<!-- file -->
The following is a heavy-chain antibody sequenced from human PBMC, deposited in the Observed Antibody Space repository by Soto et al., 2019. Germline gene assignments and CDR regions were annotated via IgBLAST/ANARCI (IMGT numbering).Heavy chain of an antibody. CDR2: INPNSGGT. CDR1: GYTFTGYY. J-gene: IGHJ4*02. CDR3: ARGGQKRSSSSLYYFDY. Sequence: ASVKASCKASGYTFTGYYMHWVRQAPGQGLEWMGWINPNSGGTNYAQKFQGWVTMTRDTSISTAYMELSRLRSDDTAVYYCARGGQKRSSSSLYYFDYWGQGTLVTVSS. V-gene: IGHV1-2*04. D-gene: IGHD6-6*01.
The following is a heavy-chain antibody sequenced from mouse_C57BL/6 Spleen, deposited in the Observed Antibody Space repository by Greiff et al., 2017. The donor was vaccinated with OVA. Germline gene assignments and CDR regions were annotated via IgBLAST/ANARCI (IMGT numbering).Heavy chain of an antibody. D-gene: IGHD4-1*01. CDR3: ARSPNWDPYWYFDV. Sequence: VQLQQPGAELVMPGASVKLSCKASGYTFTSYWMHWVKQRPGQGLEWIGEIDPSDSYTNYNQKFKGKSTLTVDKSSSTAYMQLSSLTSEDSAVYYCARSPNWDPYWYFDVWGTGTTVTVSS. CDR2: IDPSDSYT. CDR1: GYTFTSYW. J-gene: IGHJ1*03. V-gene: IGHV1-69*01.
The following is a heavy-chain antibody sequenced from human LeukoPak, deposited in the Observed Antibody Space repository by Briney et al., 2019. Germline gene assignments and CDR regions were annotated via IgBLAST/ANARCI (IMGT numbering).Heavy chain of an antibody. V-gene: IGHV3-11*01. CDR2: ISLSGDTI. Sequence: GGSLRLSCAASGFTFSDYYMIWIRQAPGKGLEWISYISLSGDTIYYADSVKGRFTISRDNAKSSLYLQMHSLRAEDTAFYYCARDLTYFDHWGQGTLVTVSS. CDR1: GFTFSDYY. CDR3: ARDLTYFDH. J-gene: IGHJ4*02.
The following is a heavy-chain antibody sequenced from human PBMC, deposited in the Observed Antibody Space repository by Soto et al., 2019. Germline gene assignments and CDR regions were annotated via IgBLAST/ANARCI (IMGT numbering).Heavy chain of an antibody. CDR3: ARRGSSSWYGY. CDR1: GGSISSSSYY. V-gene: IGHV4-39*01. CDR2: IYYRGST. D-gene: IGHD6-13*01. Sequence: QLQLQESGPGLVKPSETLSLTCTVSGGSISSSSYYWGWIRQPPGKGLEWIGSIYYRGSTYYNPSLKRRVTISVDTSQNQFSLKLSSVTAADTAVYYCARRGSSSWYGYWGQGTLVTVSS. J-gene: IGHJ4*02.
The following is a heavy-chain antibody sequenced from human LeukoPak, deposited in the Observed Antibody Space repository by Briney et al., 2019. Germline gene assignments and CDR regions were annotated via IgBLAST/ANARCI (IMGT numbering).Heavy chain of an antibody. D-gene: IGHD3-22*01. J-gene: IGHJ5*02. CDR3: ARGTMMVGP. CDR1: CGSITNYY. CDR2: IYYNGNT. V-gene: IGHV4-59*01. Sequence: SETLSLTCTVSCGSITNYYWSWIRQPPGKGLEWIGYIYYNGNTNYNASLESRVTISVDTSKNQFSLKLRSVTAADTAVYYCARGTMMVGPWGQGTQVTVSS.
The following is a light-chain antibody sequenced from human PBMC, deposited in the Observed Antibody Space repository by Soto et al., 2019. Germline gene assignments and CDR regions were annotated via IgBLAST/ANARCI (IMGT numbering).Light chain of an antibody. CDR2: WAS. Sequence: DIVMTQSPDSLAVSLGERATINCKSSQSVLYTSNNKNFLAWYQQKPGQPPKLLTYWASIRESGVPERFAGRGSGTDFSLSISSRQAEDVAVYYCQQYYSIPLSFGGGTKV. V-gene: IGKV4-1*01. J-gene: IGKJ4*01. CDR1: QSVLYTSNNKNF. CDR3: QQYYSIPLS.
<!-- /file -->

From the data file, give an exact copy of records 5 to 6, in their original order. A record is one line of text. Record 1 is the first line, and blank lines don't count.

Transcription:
The following is a heavy-chain antibody sequenced from human LeukoPak, deposited in the Observed Antibody Space repository by Briney et al., 2019. Germline gene assignments and CDR regions were annotated via IgBLAST/ANARCI (IMGT numbering).Heavy chain of an antibody. D-gene: IGHD3-22*01. J-gene: IGHJ5*02. CDR3: ARGTMMVGP. CDR1: CGSITNYY. CDR2: IYYNGNT. V-gene: IGHV4-59*01. Sequence: SETLSLTCTVSCGSITNYYWSWIRQPPGKGLEWIGYIYYNGNTNYNASLESRVTISVDTSKNQFSLKLRSVTAADTAVYYCARGTMMVGPWGQGTQVTVSS.
The following is a light-chain antibody sequenced from human PBMC, deposited in the Observed Antibody Space repository by Soto et al., 2019. Germline gene assignments and CDR regions were annotated via IgBLAST/ANARCI (IMGT numbering).Light chain of an antibody. CDR2: WAS. Sequence: DIVMTQSPDSLAVSLGERATINCKSSQSVLYTSNNKNFLAWYQQKPGQPPKLLTYWASIRESGVPERFAGRGSGTDFSLSISSRQAEDVAVYYCQQYYSIPLSFGGGTKV. V-gene: IGKV4-1*01. J-gene: IGKJ4*01. CDR1: QSVLYTSNNKNF. CDR3: QQYYSIPLS.